Lieutenant Richard Fielder Armstrong CSN.



Richard Fielder Armstrong, a Georgia born, Lieutenant in the Confederate States Navy, served on both the Sumter and the Alabama, under Raphael Semmes.

He was slightly wounded in the battle with the Kearsage at Cherbourg, where he was rescued by a French pilot boat (see below).

He also assissted in the defense of Battery Buchanan in the attack by the Union forces upon Fort Fisher, Dec. 23 -25, 1864.

Report of Lt. R. F. Armstrong of the CSS Alabama, on his rescue from drowning off Cherbourg on June 19th 1864


Cherbourg, June 21, 1864

I have the honor to report for your information the circumstances attending my rescue from drowning by a French pilot boat after the Alabama went down. I was wounded in the side by part of a shell early in the action, and suffered so much pain in the water that had it not been for the exertions of the Alabama`s crew I would certainly have gone down. One of the Kearsage` boats was very near me, but laid on its oars and made no exertion whatever that I could see to save me, the officer apparently looking for some particular person. I made great exertions to reach the French boat, and was finally pulled into her so benumbed by cold and suffering so much from my bruised side that I could not stand , and for two hours was as helpless as a child. I had on, while near the Kearsage`s boat, my uniform cap, which the Federal officer could certainly have seen.

The officers who were saved with me were Second Assistant Engineer William P. Brooks and Acting-sailmaker Henry Alcott. What time they got on board of the boat I cannot say. I found when my faculties returned the following men on board with me.

Charles Godwin, captain of the guard; James Welsh, captain top; George Edgerton, ordinary seaman; Thomas Murphy, fireman; William Robinson, seaman, and Morris Britt, boy.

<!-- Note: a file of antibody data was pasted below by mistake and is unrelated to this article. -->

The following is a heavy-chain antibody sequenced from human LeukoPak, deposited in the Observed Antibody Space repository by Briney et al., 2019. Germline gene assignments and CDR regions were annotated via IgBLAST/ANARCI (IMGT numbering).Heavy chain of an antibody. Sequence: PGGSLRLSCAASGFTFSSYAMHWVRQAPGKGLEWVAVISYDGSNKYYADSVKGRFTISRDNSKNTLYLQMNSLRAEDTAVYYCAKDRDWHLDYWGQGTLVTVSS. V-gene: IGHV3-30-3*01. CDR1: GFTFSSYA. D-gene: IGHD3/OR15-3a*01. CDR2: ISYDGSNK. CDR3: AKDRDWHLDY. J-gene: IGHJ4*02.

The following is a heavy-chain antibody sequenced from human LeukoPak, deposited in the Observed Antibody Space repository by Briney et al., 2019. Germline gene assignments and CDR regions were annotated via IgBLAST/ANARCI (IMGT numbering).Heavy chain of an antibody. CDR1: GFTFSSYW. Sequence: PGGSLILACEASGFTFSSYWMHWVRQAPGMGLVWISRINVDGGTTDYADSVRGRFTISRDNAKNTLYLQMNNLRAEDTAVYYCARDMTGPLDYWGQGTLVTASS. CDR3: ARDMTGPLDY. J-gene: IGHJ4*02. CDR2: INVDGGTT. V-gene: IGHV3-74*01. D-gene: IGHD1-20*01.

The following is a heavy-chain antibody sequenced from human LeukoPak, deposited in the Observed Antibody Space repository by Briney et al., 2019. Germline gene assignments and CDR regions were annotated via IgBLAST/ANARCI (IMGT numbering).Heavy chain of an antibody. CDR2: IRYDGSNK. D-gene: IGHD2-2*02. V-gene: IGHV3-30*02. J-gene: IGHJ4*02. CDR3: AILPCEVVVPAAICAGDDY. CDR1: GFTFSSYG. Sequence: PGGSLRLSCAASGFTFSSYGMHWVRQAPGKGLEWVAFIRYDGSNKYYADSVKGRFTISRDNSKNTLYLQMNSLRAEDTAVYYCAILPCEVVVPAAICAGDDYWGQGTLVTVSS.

As I got on board of the pilot boat I saw Michael Mars (seaman) plunge from the Keasage`s boat and swim to the boat I was in. The Federal officer said nothing, attempted nothing, appearing perfectly stupified by the bold action of this brave man.

I am sir, very respectfully, your obedient servant,

Second Lieutenant C.S. Navy

Flag Officer SAML. Barron C.S. Navy


Obituary; Lt. R. F. Armstrong CSN

The recent death, at Halifax, Nova Scotia, of Lieut. Richard F. Armstrong, a native of Macon, Georgia, closed the record on one of the officers of the Confederate States war vessels Sumter and Alabama. His attractive characteristics, courageous nature, and devoted loyalty tp the cause for which he gave up his position at the Naval Academy at Annapolis in April 1861, endeared him to those who had the pleasure of association with him during the eventful scenes of the Civil War

His name was of an honored ancestry in his native State, and six of them showed their loyalty to the State of their birth by being in the Confederate service. One who knew him well, and was reared in the same town, says "Richard was always a daring and fearless boy, and very bright. I think he had a mind that sought knowledge even in childhood, and as he became older he had intensity of feeling above most men, with great will power, stern to his duty, a devoted son, husband, and father."

His cheerful temperament always among the anxious scenes of wartimes made him a delightful classmate, and his frank, direct avowal of opinion, readiness in accepting his duties, always with a happy mixture of zeal, united with good judgement in performing them, filled up his qualifications as a fine officer.

At the close of the war he went to Halifax, N.S., and a city paper there says of him that "he was widely known, highly esteemed and respected. He was a great reader, a thorough student of public affairs, and, while always deeply interested in matters of the United States, he also took great interest in Canadian affairsand wrote many valued letters on subjects of importance to the country, and to Halifax in particular."

His health for some time before his death had been a serious anxiety to his family, and his remaining in the climate of Halifax had a bad effect. Lately he resigned a responsible position in the Canadian Railway System and moved his family to Kentucky, though he returned to Halifax for a while, where he died rather suddenly.

In "Two Years On The Alabama," by Sinclair, one of the officers of the Alabama, is an interesting sketch of Armstrong`s career, which shows how fine an officer he was in one cruise to which personal character added brilliant luster.

F.L.Galt MD
Formerly surgeon on the Sumter & the Alabama.

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